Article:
At the time, experts explained why high heeled shoes for kids were a health risk. “The fact children can wear these is worrying,” said podiatrist Gregor McCoshim. “Any heel above 2cm increases the risk of twisting an ankle. Wearing them can cause strains in the back which is a potential problem for their growth and development.”

But despite the argument, and warnings from podiatrists, it seems heels for little girls outside the dress-up box are becoming increasingly popular.

One review for a pair of Micheal Kors wedges read: “So cute my child saw them and as soon as possible she threw off her shoes and started strutting it. She was so cute. I bought them she would not take them off… But cost a lot of money!” [sic]

Another young reviewer added: “These shoes are so cute. Unfortunately my mom said that I cannot get them as I am not allowed to wear heels.” [sic]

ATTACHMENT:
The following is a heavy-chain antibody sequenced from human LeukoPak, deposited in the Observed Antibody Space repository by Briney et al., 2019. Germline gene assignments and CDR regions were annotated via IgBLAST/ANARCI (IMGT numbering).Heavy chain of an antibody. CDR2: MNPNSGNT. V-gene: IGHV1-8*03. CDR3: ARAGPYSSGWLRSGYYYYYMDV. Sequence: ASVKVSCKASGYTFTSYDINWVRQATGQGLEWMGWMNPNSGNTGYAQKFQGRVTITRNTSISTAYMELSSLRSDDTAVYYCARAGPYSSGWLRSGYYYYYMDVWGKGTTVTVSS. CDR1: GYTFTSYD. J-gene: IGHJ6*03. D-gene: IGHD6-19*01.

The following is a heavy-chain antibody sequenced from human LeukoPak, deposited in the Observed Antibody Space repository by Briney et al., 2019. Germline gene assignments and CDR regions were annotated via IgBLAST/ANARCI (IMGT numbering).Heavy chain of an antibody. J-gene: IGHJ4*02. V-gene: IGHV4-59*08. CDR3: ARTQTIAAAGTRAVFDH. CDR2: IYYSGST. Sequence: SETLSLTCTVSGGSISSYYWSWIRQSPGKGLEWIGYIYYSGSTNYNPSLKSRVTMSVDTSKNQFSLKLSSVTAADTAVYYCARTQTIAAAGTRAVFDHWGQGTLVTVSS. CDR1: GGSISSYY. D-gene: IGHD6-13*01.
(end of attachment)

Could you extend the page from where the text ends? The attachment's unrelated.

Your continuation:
Michael Kors isn’t the first designer to market heels to a younger generation. The Jessica Simpson Kids and Steve Madden Kids range also make heels for girls.

In 2010, high street store New Look was slammed by parents for selling a range of high heels starting at size one – about the shoe size of an average eight-year-old – including a pair of £16 dark blue platforms with a 3.5 inch heel.

Justine Roberts, of the parenting website Mumsnet, called for the shoes to be withdrawn from sale, describing them as “totally inappropriate for an eight-year-old.”

The high heels have been compared to other products that are said to be sexualising girls too young, including a first make-up kit for girls of five, padded bras and a toddler t-shirt from Primark emblazoned with the slogan ‘Future WAG’.”

High heels lead to short achilles tendons and calves muscles so eventually the foot cannot dorsi-flex correctly. When walking, the action heel/toe is lost, the feet get stiff so proprioception and balance are compromised.

High heels increase lumbar lordosis (arched back). The lower back muscles shorten, the abdominals and buttocks get weak which eventually lead to back pain.

Children and teenagers, like adults, need to stay active. Strutting is not being active. Correct walking is.